EU squashes GE-Honeywell merger proposal


The European Union blocked General Electric Co.’s US$41 billion purchase of Honeywell International Inc. on Tuesday, the first time a proposed merger between two U.S. companies has been blocked solely by European regulators.

The veto of one of the world’s largest industrial mergers by the EU’s 20 member executive Commission was widely expected after the American companies failed to allay European fears the deal would create an unfairly dominant position in markets for jetliner engines and aircraft electronics.

“The merger between GE and Honeywell, as it was notified would have severely reduced competition in the aerospace industry and resulted ultimately in higher prices for customers, particularly airlines,” EU Competition Commissioner Mario Monti said in a statement.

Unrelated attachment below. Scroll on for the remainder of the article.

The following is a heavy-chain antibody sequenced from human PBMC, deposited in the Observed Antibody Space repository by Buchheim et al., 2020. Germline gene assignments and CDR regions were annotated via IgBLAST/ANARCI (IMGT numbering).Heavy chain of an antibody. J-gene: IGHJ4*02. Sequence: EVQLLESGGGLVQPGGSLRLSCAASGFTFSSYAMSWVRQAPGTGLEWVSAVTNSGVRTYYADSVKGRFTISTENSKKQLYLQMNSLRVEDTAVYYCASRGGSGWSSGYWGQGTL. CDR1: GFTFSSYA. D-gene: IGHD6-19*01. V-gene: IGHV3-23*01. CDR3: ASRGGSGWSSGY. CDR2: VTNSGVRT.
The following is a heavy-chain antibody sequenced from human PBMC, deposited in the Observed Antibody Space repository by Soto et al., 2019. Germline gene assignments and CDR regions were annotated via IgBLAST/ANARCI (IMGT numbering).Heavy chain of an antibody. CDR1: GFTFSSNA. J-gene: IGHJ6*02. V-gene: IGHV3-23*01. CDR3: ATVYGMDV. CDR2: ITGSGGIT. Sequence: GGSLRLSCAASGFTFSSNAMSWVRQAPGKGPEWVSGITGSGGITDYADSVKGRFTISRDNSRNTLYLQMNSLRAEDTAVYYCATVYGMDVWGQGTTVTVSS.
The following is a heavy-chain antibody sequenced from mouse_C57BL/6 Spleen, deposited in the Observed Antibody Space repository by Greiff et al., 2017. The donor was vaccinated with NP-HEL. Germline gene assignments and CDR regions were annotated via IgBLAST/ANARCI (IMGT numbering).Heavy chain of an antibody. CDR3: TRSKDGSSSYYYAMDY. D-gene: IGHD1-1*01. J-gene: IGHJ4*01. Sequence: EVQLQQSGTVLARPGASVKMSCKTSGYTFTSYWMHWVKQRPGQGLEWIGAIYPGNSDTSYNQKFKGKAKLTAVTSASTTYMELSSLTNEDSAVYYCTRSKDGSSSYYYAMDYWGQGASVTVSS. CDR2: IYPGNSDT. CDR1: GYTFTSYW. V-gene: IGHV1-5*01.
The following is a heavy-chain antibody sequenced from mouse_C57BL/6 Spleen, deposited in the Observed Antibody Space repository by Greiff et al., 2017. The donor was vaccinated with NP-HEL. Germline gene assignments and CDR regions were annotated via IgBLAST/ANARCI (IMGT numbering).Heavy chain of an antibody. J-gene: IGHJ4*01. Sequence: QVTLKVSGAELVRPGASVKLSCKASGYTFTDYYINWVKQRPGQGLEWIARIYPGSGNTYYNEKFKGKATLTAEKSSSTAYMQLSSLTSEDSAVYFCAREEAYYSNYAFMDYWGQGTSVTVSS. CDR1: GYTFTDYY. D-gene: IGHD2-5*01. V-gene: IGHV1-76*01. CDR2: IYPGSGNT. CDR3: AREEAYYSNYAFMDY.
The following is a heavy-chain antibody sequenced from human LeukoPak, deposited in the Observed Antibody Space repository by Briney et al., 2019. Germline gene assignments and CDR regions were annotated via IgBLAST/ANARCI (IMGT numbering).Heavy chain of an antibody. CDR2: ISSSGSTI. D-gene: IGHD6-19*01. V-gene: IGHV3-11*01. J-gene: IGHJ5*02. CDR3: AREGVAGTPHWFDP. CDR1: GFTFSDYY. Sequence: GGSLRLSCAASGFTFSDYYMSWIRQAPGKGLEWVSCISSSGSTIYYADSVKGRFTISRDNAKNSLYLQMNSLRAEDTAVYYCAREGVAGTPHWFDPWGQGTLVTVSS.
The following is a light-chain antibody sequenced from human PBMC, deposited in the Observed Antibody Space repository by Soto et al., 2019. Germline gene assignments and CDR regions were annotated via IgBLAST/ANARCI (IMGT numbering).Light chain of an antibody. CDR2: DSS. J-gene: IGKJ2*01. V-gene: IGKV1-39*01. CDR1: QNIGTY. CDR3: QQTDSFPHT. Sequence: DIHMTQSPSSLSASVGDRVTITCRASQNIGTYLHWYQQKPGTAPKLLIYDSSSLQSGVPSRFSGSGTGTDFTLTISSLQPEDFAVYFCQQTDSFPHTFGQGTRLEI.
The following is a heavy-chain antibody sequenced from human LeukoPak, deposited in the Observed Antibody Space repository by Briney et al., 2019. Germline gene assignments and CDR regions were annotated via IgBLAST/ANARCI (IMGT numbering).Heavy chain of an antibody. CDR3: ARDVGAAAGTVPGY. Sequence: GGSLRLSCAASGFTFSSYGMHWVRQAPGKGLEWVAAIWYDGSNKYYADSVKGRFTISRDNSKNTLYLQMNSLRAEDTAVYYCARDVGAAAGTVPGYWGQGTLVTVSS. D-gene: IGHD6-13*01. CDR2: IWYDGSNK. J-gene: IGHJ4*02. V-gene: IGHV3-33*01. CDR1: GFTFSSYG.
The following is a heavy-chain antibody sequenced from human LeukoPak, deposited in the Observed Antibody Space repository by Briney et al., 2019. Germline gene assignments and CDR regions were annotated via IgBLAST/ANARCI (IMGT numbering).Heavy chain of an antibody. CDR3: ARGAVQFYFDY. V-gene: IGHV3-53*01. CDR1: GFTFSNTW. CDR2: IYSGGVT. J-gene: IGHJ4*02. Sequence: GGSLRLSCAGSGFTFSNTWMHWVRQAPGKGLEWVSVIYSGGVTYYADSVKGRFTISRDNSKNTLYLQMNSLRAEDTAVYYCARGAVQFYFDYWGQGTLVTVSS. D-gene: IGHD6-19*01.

A statement from the Commission added that while GE was prepared to make amendments to the deal, “the remedies proposed … were insufficient to resolve the competition concerns” resulting from the deal.

It said the merger would have given the new company a dominant share in the market for corporate jet engines and aircraft electronics as well as strengthening GE’s “dominant positions in jet engines for large commercial and large regional jets.”

The Commission’s decision was unanimous. It came after a one-hour meeting during which Monti presented the issues to his colleagues.

EU officials, who spoke on condition of anonymity said both companies were notified immediately after the decision.

The companies’ plans now were not immediately clear. GE could either challenge the decision in court or file a new application and start the process all over again. But many believe the deal is dead.

GE spokesman Gary Sheffer said the company would not comment until it gets official word of the decision. Honeywell had no immediate comment on the EU decision.

To do business in Europe, U.S. companies must comply with EU law just as European companies must abide by U.S. law to do business in America.

However, the EU’s objections to a deal that had already secured regulatory approval from U.S. antitrust authorities has raised American hackles.